I’ll keep you posted. A la prochaine!

Yes, we did  1

Posted on November 6th, 2008. About News and Politics.

I, along with the other 64.9 million Americans who voted for him, am pleased with the election of Barack Obama as the upcoming U.S. president. I believe he will be an excellent commander-in-chief, and many of those who did not vote for him will benefit under his leadership. The press is speculating heavily on the reasons for such a clear win. I have heard it is because McCain messed up by choosing Palin as his running mate, and I have read that the economy soured McCain’s chances.

The truth is – Obama did not win because of an unforced error by McCain, or because the economy is in trouble. Obama won because he had a real message. For 21 months, he stayed consistent in his message, continued delivering it, was unwavering in his loyalty to it, and he remained optimistic. Over a two year period, he drew voters to him, rally by rally, city by city, and inspired people to believe the best. His opponents lacked a definitive, consistent message, and their strategy changed every one to two weeks. If putting down his foreign policy experience didn’t work, then it was on to Bill Ayers. When that didn’t work, it was on to accusations of socialism. It became very apparent at the end that the goal was to do whatever was necessary to get elected; by then, it was too late. Americans decided they liked Obama’s positive ideals, and finally, finally, the side using negative campaigning self-destructed.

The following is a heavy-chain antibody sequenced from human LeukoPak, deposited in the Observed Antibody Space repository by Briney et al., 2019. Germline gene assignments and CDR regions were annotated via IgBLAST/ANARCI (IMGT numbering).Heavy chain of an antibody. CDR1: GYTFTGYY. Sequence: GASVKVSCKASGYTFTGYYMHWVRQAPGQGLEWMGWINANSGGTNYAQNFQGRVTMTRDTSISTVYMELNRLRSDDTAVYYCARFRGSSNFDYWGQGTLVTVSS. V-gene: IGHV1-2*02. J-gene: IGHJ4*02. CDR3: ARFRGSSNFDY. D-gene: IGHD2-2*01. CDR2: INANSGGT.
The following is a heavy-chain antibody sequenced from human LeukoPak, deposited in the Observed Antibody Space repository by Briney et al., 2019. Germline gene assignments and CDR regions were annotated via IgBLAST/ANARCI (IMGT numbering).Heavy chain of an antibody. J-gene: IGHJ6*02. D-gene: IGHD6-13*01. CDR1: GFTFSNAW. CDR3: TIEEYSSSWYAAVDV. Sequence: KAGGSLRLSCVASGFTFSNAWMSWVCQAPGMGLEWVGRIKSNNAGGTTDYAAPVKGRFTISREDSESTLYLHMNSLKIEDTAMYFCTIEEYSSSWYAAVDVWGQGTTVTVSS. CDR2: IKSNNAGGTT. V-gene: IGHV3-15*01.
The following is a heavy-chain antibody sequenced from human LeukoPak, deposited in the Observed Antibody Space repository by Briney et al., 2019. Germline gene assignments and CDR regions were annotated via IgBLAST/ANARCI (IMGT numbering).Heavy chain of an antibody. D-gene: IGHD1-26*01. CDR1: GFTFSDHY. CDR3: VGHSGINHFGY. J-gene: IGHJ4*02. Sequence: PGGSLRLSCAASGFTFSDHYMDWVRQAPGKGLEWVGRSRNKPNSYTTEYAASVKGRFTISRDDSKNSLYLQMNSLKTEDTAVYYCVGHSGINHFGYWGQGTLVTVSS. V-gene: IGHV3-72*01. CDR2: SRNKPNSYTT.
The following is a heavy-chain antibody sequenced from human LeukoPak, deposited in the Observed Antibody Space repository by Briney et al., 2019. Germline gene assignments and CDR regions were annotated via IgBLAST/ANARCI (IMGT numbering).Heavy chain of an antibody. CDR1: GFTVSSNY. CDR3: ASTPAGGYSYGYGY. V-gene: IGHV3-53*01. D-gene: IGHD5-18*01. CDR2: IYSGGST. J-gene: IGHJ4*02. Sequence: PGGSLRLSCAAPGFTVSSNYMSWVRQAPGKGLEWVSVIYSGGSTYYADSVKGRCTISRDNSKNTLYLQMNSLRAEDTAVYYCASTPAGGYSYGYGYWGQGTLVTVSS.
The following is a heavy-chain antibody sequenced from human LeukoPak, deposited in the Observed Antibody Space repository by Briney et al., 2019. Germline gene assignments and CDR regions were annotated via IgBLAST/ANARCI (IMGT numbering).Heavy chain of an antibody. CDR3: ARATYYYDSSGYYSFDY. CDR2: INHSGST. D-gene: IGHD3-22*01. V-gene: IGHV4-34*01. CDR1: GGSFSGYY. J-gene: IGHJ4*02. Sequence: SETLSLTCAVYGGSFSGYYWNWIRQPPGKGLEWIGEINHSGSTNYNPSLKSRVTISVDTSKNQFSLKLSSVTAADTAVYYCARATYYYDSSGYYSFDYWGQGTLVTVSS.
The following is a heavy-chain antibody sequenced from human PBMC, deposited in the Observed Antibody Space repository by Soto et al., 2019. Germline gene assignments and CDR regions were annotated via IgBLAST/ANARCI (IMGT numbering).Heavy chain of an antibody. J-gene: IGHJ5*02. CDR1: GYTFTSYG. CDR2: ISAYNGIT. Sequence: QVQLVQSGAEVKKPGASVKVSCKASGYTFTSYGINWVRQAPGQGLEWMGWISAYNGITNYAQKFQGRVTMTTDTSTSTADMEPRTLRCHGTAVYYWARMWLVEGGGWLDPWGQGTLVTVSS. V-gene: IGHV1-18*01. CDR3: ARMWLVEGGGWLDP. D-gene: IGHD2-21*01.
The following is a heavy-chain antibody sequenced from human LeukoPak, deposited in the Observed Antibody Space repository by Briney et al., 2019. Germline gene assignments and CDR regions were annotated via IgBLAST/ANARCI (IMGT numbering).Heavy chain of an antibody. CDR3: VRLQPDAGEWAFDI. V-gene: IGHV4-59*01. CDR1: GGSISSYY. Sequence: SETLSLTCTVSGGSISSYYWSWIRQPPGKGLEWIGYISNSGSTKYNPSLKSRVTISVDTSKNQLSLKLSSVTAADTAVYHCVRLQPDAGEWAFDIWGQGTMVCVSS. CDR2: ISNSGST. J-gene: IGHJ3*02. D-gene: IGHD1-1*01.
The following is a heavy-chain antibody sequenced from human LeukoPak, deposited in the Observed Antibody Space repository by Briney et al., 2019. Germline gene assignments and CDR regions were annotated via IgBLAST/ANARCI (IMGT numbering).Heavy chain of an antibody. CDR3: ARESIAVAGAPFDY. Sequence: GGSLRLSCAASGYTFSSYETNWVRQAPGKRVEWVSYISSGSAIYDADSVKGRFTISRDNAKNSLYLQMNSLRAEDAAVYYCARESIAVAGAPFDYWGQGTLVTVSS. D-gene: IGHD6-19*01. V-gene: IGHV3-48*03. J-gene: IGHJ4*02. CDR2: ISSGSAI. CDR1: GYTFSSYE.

The election – with two weeks to go  0